You mentioned the “big brother” problem online, I like this description because it shows how vulnerable we are online just as we are offline due to CCTV, bills, documents, connections, etc. However the web is such a powerful platform and the flow of information can go in any direction – most of the time we won’t even realise where our details are going. Our information is constantly being pulled through channels by companies, brands and marketers to extract personal preferences, shopping habits, demographics and much more from us. Our information is the most valuable asset to online marketers. Do you think marketers have the right to access our information and use it to their own disposal?

    I like the marketing campaign for the 3M Privacy Filter – I think the use of images is a clever way to convey the problems we are facing online – and also the Tor Project, but do you not think many people would actually use these methods? Maintaining privacy on the web takes time and effort. I’m not certain many people would stay on top of this unless they were really keen on their privacy.

    Also you mentioned “it is more feasible to create different identities whilst maintaining a respectable reputation online”. Do you not think if someone really wants to find out information about you they will use all the channels they can. For example, many employers will look over your professional Linkedin accounts but will also scan your personal twitter accounts to find out a little more about you and to create one overall online image of you in their minds. I think all the platforms you use online will contribute to one online identity just as all your hobbies, activities, skills, expertise, connections, etc, contribute to your offline identity.



  2. joyisaac says:

    Hi Laura,

    You make such a great point and it’s something I have been thinking and learning about recently. Yes, I think it’s actually quite a serious issue how these companies manage our data. They are sold on and on and kept on databases. It has led me to believe that anonymity does not exist anymore and even though we may try to ‘clean’ up certain parts of our digital identities there is still the larger problem like you pointed out.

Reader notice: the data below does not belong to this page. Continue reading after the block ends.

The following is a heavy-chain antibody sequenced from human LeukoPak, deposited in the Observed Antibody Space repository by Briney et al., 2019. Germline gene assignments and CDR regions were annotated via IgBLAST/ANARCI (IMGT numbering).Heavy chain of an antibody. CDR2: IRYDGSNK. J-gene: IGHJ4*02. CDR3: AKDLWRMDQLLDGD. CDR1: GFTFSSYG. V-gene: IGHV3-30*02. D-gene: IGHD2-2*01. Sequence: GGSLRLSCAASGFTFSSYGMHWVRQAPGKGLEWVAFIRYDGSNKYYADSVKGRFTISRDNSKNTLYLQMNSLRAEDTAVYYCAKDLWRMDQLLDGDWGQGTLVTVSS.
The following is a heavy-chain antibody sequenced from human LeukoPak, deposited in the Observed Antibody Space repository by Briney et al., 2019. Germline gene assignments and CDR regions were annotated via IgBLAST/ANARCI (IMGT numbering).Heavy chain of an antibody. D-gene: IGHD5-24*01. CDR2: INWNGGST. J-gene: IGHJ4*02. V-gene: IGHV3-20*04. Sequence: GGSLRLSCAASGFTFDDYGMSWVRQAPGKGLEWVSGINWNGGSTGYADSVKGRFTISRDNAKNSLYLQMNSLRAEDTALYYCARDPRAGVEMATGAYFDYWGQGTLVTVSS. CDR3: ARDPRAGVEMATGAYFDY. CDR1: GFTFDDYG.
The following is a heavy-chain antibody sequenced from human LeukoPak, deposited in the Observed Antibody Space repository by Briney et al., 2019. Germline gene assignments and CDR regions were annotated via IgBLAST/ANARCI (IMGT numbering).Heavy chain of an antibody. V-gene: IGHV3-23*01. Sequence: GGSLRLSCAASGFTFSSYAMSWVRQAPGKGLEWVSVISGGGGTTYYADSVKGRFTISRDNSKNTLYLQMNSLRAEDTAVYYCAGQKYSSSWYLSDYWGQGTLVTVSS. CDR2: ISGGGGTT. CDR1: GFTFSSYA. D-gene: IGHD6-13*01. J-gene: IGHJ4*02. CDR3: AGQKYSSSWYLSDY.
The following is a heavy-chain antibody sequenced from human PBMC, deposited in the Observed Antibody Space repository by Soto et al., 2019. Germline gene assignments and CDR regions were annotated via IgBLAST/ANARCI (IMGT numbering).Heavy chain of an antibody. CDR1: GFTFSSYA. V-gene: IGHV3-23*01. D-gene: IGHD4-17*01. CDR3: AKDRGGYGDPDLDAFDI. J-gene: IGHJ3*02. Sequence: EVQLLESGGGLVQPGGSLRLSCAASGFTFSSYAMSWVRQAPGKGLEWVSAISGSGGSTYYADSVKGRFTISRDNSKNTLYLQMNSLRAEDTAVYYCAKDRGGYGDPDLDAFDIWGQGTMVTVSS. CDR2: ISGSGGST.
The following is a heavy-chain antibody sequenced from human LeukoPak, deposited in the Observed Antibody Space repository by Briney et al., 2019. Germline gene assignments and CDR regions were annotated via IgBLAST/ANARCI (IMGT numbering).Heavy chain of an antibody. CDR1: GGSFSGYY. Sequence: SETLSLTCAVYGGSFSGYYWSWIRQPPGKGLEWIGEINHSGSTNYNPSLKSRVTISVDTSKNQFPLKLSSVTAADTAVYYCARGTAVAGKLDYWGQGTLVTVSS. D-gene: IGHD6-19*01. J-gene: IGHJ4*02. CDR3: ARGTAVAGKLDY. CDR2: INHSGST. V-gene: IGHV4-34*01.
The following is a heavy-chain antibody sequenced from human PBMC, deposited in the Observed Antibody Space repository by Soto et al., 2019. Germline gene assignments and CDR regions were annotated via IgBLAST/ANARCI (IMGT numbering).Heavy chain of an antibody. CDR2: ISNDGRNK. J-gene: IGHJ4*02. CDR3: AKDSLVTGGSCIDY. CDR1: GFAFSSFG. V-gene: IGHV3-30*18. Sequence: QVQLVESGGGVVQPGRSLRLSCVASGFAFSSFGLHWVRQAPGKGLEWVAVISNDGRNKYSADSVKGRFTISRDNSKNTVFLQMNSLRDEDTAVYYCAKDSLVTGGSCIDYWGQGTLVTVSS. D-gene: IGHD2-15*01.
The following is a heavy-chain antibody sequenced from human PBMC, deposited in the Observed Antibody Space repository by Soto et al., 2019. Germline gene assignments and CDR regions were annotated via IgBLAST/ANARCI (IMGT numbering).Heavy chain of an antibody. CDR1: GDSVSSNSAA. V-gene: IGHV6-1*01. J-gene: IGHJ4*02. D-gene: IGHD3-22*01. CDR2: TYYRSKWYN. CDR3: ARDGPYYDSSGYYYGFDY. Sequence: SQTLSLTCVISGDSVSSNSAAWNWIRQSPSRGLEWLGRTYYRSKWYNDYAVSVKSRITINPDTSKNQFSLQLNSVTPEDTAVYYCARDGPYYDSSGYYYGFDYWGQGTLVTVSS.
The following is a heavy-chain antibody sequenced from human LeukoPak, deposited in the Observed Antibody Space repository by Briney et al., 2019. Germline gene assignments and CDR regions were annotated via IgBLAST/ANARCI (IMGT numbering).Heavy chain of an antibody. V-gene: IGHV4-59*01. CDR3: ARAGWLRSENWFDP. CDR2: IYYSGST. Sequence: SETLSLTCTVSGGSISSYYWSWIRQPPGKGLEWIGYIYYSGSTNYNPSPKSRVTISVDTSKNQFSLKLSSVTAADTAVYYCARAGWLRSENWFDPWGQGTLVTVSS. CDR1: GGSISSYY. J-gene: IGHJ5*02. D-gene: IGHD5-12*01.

The Big brother problem is one of concern to me also as sometimes it can be an invasion of our privacy. This is a great video I suggest, concerning surveillance on Social Media in particular.

    I’m quite artistic so I love images, couldn’t help myself 🙂 But, thats another critical point you made. The 3M Privacy Filter is obviously unrealistic, but actually Tor is used by regular people to prevent the marketing and other privacy issues. Whistleblowers, the Military, Law enforcement, Business executives etc. All these people have different reasons as to why they use it.

    I personally downloaded Tor, and like you pointed out it can take effort to sustain it’s use, but it’s great when buying online; prices are cheaper as cookies aren’t used.

    As for your final point, I am sure some recruiters may do that, but then I believe it’s left to us to decide how open we leave our personal accounts.

    Great comment. Thank you